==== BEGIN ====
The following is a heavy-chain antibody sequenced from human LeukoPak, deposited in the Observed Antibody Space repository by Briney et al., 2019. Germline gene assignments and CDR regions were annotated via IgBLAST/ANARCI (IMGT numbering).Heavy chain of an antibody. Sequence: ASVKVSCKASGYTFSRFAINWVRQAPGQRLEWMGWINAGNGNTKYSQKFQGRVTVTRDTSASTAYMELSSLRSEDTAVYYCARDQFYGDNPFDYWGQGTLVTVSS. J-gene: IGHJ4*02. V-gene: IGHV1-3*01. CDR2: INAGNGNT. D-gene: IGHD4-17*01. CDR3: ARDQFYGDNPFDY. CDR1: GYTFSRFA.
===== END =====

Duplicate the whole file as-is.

The following is a heavy-chain antibody sequenced from human LeukoPak, deposited in the Observed Antibody Space repository by Briney et al., 2019. Germline gene assignments and CDR regions were annotated via IgBLAST/ANARCI (IMGT numbering).Heavy chain of an antibody. Sequence: ASVKVSCKASGYTFSRFAINWVRQAPGQRLEWMGWINAGNGNTKYSQKFQGRVTVTRDTSASTAYMELSSLRSEDTAVYYCARDQFYGDNPFDYWGQGTLVTVSS. J-gene: IGHJ4*02. V-gene: IGHV1-3*01. CDR2: INAGNGNT. D-gene: IGHD4-17*01. CDR3: ARDQFYGDNPFDY. CDR1: GYTFSRFA.